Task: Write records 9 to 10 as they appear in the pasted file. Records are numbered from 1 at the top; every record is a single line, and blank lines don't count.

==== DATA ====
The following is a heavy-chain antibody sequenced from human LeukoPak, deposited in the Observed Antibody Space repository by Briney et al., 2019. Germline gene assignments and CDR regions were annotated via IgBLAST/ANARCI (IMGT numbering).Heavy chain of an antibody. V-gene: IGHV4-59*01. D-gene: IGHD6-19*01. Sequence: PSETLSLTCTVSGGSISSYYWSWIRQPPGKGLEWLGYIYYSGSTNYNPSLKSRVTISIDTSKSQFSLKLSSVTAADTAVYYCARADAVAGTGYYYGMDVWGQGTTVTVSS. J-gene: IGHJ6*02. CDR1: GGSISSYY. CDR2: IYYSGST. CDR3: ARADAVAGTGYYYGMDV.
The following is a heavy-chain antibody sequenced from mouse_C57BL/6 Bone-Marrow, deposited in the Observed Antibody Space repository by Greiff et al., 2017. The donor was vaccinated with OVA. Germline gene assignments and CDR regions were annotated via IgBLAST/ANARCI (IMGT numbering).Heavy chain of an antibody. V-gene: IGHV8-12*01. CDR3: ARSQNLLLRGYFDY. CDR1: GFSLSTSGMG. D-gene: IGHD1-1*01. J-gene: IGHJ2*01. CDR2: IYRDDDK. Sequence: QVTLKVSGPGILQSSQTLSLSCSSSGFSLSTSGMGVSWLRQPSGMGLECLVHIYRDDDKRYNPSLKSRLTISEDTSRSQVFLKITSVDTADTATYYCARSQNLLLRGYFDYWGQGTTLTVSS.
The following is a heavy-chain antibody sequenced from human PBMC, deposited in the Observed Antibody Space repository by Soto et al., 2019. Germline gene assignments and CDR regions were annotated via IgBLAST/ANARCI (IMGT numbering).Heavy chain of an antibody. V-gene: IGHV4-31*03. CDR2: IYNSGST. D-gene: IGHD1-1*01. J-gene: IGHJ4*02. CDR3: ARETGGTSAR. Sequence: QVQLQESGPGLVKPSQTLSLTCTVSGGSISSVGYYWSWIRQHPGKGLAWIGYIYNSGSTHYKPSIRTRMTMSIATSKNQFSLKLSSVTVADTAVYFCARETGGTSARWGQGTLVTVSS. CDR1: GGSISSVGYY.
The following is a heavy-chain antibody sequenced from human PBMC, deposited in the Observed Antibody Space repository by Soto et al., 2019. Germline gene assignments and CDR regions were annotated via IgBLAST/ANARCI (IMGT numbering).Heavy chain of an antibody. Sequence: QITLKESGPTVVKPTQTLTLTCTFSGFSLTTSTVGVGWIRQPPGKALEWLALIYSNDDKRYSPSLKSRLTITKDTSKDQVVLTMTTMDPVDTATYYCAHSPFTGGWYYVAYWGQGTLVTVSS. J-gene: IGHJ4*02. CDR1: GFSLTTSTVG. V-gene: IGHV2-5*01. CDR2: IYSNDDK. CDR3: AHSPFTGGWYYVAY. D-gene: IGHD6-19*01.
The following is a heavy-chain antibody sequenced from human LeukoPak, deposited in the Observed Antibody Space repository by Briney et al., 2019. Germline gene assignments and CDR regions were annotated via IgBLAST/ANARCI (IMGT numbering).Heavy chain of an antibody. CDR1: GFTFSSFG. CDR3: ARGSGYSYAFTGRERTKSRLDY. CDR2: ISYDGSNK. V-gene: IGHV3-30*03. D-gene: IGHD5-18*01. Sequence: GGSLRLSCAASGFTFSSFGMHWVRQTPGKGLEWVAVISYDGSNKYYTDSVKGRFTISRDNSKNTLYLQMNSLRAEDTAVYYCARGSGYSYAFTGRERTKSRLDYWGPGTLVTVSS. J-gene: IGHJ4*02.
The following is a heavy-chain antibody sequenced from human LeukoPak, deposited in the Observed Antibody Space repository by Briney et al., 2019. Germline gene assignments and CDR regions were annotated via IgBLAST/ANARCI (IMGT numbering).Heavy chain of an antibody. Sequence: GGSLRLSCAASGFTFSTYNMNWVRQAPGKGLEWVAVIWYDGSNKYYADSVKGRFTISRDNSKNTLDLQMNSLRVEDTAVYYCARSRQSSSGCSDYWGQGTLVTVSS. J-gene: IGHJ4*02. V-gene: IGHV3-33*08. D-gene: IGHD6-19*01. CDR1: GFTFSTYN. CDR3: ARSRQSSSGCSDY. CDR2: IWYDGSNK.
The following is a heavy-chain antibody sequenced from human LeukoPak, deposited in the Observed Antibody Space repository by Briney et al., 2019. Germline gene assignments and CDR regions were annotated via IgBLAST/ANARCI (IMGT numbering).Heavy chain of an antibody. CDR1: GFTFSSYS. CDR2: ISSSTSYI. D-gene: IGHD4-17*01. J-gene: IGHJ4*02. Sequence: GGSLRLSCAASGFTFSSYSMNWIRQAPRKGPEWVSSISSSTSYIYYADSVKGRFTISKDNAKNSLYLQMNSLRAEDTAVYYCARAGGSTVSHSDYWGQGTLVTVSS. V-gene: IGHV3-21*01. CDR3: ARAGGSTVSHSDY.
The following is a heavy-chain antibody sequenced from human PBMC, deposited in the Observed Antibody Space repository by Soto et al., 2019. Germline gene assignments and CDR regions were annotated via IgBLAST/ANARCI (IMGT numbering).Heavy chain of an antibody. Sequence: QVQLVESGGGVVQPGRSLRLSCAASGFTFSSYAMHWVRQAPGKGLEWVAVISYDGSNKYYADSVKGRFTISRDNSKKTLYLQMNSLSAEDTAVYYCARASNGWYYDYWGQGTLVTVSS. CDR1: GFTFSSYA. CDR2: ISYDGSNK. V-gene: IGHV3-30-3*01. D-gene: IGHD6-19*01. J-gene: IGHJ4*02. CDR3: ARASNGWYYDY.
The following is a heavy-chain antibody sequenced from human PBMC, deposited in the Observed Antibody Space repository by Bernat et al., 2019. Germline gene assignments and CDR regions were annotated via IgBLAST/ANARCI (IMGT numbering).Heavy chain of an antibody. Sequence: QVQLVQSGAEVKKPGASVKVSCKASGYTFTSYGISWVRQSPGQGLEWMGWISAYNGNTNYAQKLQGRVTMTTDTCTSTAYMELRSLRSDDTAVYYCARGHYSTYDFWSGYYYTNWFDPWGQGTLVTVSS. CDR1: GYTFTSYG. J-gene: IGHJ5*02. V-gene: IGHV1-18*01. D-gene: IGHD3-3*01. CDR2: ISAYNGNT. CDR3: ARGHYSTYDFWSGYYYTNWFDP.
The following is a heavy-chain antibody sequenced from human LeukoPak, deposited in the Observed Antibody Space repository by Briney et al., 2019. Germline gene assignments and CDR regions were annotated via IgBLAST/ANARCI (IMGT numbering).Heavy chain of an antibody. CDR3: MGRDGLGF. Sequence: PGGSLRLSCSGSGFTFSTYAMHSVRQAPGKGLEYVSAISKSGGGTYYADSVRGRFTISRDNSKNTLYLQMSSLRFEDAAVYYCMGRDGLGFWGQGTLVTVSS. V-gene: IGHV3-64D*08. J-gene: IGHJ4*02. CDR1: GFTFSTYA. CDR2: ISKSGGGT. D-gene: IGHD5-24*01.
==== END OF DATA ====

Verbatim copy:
The following is a heavy-chain antibody sequenced from human PBMC, deposited in the Observed Antibody Space repository by Bernat et al., 2019. Germline gene assignments and CDR regions were annotated via IgBLAST/ANARCI (IMGT numbering).Heavy chain of an antibody. Sequence: QVQLVQSGAEVKKPGASVKVSCKASGYTFTSYGISWVRQSPGQGLEWMGWISAYNGNTNYAQKLQGRVTMTTDTCTSTAYMELRSLRSDDTAVYYCARGHYSTYDFWSGYYYTNWFDPWGQGTLVTVSS. CDR1: GYTFTSYG. J-gene: IGHJ5*02. V-gene: IGHV1-18*01. D-gene: IGHD3-3*01. CDR2: ISAYNGNT. CDR3: ARGHYSTYDFWSGYYYTNWFDP.
The following is a heavy-chain antibody sequenced from human LeukoPak, deposited in the Observed Antibody Space repository by Briney et al., 2019. Germline gene assignments and CDR regions were annotated via IgBLAST/ANARCI (IMGT numbering).Heavy chain of an antibody. CDR3: MGRDGLGF. Sequence: PGGSLRLSCSGSGFTFSTYAMHSVRQAPGKGLEYVSAISKSGGGTYYADSVRGRFTISRDNSKNTLYLQMSSLRFEDAAVYYCMGRDGLGFWGQGTLVTVSS. V-gene: IGHV3-64D*08. J-gene: IGHJ4*02. CDR1: GFTFSTYA. CDR2: ISKSGGGT. D-gene: IGHD5-24*01.